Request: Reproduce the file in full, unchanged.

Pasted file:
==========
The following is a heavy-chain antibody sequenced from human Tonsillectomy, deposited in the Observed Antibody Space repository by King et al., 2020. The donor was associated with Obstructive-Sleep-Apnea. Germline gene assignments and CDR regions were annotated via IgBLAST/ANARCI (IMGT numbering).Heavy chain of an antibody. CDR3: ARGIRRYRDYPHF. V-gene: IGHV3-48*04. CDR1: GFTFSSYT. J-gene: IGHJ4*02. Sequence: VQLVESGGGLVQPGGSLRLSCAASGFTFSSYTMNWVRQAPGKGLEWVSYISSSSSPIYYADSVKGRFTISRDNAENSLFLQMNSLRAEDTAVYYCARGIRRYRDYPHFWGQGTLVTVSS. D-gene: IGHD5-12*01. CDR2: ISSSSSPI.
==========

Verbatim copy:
The following is a heavy-chain antibody sequenced from human Tonsillectomy, deposited in the Observed Antibody Space repository by King et al., 2020. The donor was associated with Obstructive-Sleep-Apnea. Germline gene assignments and CDR regions were annotated via IgBLAST/ANARCI (IMGT numbering).Heavy chain of an antibody. CDR3: ARGIRRYRDYPHF. V-gene: IGHV3-48*04. CDR1: GFTFSSYT. J-gene: IGHJ4*02. Sequence: VQLVESGGGLVQPGGSLRLSCAASGFTFSSYTMNWVRQAPGKGLEWVSYISSSSSPIYYADSVKGRFTISRDNAENSLFLQMNSLRAEDTAVYYCARGIRRYRDYPHFWGQGTLVTVSS. D-gene: IGHD5-12*01. CDR2: ISSSSSPI.